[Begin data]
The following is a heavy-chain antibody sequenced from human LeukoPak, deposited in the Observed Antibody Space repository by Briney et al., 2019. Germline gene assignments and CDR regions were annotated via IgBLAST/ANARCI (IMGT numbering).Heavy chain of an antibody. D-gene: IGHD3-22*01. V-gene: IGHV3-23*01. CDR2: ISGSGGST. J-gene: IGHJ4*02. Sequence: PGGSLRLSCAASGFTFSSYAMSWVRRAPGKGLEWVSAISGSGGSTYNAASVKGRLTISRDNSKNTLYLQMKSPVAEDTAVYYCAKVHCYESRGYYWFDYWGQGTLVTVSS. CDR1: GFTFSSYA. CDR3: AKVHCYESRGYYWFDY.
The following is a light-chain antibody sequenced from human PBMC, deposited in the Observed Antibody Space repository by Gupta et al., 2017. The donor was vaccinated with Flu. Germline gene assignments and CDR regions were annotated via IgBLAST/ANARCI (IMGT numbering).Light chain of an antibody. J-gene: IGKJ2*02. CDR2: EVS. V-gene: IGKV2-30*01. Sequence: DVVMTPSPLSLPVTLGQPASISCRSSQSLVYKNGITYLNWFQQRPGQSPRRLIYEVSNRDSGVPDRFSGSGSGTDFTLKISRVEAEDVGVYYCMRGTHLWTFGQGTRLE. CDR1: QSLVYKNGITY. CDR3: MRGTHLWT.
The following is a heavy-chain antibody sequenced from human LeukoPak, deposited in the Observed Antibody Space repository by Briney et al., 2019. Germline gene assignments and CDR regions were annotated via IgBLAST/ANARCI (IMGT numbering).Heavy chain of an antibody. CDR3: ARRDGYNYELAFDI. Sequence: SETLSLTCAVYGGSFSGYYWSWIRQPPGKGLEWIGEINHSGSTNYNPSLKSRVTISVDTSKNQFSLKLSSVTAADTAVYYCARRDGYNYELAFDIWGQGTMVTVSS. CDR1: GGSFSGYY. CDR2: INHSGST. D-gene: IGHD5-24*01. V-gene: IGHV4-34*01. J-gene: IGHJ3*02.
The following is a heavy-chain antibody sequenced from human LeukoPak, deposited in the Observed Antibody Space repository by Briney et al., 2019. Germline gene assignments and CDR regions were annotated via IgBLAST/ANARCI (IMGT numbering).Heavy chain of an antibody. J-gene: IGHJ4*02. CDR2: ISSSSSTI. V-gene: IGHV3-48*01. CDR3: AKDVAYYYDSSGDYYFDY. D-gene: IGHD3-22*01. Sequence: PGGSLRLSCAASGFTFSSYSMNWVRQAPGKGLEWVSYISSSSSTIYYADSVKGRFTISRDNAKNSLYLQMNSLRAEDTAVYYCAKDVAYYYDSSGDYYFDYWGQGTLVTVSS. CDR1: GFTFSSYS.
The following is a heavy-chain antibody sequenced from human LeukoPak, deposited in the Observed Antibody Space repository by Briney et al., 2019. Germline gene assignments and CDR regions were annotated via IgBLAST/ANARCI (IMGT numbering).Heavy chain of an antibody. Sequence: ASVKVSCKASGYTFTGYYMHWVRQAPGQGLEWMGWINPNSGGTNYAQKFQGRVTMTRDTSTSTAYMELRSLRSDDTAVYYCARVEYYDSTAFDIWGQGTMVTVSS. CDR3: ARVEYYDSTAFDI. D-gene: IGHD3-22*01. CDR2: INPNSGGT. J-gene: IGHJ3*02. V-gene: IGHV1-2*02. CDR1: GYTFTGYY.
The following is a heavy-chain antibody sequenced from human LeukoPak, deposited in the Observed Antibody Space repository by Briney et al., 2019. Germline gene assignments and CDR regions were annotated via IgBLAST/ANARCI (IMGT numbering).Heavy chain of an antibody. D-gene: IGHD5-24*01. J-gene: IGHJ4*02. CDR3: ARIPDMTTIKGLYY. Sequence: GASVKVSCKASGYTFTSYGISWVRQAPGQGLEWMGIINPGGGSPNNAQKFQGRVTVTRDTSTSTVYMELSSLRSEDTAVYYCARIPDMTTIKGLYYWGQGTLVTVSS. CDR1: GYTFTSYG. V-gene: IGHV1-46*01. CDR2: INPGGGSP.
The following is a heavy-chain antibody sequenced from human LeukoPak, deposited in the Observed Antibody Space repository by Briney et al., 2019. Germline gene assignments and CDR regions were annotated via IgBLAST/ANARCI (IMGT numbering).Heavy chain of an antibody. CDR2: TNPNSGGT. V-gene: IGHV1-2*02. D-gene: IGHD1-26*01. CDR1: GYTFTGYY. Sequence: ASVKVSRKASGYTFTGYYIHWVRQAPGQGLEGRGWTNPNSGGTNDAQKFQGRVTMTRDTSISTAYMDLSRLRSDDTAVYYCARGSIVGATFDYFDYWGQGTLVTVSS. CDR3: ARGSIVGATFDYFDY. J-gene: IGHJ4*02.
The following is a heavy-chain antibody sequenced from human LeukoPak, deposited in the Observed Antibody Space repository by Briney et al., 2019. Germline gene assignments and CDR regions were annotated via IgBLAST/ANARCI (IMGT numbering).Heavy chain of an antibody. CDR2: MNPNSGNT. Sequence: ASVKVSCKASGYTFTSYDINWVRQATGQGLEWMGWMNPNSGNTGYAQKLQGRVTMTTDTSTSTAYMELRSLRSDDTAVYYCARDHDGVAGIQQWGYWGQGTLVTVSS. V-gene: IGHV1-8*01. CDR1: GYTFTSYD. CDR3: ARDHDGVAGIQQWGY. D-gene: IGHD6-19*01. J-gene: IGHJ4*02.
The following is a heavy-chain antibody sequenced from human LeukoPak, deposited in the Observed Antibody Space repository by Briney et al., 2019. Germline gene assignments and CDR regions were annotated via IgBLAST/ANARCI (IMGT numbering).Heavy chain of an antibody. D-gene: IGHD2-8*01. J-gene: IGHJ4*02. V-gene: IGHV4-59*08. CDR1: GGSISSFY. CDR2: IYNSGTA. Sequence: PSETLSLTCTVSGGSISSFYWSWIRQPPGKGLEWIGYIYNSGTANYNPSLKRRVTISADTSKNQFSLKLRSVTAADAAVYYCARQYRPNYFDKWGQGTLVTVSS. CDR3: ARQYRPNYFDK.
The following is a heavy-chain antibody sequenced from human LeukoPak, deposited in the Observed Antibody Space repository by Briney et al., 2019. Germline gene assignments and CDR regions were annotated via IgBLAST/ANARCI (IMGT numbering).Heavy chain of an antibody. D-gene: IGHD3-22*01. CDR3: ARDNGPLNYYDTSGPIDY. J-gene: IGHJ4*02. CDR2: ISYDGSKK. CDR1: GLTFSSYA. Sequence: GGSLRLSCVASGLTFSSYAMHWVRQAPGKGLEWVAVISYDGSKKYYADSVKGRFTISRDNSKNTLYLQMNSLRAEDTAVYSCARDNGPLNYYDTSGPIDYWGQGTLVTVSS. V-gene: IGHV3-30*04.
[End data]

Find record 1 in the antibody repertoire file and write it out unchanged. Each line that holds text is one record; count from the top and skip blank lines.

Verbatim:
The following is a heavy-chain antibody sequenced from human LeukoPak, deposited in the Observed Antibody Space repository by Briney et al., 2019. Germline gene assignments and CDR regions were annotated via IgBLAST/ANARCI (IMGT numbering).Heavy chain of an antibody. D-gene: IGHD3-22*01. V-gene: IGHV3-23*01. CDR2: ISGSGGST. J-gene: IGHJ4*02. Sequence: PGGSLRLSCAASGFTFSSYAMSWVRRAPGKGLEWVSAISGSGGSTYNAASVKGRLTISRDNSKNTLYLQMKSPVAEDTAVYYCAKVHCYESRGYYWFDYWGQGTLVTVSS. CDR1: GFTFSSYA. CDR3: AKVHCYESRGYYWFDY.